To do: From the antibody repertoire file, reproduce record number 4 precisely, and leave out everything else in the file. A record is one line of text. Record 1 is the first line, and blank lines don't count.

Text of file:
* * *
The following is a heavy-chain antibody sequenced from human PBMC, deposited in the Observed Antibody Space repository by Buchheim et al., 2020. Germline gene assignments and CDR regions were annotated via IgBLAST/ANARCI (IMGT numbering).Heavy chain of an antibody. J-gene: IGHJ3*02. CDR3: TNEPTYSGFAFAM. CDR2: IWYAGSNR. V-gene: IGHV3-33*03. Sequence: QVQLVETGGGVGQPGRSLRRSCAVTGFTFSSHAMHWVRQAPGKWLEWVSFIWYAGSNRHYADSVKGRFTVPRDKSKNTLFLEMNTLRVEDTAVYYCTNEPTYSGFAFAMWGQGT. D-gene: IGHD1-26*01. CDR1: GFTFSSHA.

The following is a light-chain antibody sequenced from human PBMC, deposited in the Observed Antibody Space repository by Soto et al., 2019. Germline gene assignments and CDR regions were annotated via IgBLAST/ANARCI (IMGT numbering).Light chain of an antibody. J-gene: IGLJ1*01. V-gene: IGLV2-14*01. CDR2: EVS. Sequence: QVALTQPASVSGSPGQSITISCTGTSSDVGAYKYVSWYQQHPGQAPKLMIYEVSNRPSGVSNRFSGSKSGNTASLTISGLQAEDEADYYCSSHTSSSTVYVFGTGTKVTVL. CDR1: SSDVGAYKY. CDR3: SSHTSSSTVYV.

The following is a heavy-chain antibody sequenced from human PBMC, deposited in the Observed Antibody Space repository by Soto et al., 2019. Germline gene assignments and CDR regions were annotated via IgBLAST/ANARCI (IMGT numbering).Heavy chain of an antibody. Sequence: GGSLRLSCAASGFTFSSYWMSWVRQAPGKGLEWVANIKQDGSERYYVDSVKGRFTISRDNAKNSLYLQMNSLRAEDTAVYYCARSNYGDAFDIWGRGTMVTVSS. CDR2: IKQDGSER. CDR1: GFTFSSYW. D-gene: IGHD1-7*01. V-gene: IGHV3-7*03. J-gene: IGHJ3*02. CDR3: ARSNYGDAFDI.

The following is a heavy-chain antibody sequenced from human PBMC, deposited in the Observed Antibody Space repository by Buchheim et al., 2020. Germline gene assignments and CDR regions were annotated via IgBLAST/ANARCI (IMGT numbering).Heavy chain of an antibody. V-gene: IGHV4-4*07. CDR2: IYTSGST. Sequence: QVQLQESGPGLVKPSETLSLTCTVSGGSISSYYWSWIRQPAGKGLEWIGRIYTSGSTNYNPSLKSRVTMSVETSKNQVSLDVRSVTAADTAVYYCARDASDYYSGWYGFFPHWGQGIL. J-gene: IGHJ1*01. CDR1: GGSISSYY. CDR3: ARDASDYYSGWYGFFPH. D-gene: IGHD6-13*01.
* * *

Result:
The following is a heavy-chain antibody sequenced from human PBMC, deposited in the Observed Antibody Space repository by Buchheim et al., 2020. Germline gene assignments and CDR regions were annotated via IgBLAST/ANARCI (IMGT numbering).Heavy chain of an antibody. V-gene: IGHV4-4*07. CDR2: IYTSGST. Sequence: QVQLQESGPGLVKPSETLSLTCTVSGGSISSYYWSWIRQPAGKGLEWIGRIYTSGSTNYNPSLKSRVTMSVETSKNQVSLDVRSVTAADTAVYYCARDASDYYSGWYGFFPHWGQGIL. J-gene: IGHJ1*01. CDR1: GGSISSYY. CDR3: ARDASDYYSGWYGFFPH. D-gene: IGHD6-13*01.